These include tooth abscesses, bladder infections, infections such as leg ulcer, cold and the flu. This is to ensure that the infection does not spread through the body during the operation and infect the newly replaced joint.
On the day of operation, it is usual that the doctor will ask you not to drink or eat anything. The area around your knee may be shaved to reduce the risk of infection.
Approximately, an hour before the operation you may be given tablets or an injection to relax you.
What to expect after the surgery?
- It is normal to feel the pain and discomfort after surgery. Be sure to inform the nurse about your pain.
- Your leg will be supported and elevated on one or two pillows to help circulation and stretch muscles.
- The nurse will encourage you to do the ankle exercises.
- After 24 hours, you should begin to drink fluids regularly, according to your surgeon’s directions.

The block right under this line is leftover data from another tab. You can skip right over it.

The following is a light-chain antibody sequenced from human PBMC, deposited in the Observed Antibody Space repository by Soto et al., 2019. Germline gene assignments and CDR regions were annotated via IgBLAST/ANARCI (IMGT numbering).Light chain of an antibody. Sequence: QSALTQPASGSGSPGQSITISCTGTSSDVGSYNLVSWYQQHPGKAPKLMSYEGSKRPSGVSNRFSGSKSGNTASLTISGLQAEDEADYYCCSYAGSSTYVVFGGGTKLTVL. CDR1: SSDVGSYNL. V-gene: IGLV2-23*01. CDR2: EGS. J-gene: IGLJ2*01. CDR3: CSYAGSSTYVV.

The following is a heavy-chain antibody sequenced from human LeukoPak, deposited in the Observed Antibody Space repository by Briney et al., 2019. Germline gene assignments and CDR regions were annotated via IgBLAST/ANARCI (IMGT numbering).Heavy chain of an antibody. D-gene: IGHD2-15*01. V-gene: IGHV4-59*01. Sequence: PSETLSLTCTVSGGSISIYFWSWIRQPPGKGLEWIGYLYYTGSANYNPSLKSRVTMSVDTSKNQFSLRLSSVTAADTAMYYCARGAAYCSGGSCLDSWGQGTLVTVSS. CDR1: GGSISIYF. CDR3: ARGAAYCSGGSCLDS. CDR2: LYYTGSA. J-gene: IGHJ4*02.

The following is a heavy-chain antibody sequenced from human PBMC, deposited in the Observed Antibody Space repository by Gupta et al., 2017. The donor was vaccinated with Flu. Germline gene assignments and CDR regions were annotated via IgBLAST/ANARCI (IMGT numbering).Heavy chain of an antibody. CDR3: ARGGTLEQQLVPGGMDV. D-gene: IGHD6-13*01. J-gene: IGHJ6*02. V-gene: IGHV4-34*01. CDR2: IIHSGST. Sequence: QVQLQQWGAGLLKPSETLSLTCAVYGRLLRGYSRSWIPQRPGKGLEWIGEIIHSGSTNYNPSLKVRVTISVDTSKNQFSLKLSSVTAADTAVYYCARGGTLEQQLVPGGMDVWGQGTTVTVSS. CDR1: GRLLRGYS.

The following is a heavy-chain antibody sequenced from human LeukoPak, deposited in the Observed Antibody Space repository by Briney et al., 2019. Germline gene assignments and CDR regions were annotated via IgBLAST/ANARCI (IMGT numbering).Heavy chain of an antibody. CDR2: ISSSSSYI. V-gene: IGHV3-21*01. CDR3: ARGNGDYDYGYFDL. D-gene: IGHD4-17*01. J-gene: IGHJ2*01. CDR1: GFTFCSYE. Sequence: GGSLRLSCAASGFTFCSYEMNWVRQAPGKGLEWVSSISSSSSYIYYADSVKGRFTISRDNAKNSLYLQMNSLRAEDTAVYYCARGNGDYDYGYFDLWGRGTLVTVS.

Physiotherapy is an essential part of recovery following a total hip replacement aims to:
- Provide an exercise program to improve the joints movement, strength and flexibility
- Improve mobilization and enhance confidence
- Education on how to protect your new hip
Your commitment to follow the exercise program recommended by your physiotherapist is essential for your post recovery rehabilitation.
Remaining active and practicing the prescribed exercises are the quickest ways to full recovery.
It is normal for you to have some discomfort during initial days. You will probably receive a prescription for pain medication before you go home. However, contact your surgeon if you develop any of the following:
- Drainage and/ or foul odor from the incision.
- Fever(temperature at around 101degreesF or 38 degrees C)for two days.
- Increased swelling, tenderness, redness and/or pain.
Myths & realities about Hip Replacement
Myths No.1: Arthritis pain is just part of aging. It’s just something you learn to live with
Reality: OA is the most common form of arthritis today, but still many people choose years of conservative care(physical therapy, drugs, injections)to lessen, but not eliminate, their joint pain. If regular pain is interfering with your daily activities, you may benefit from a consultation with an orthopaedic surgeon.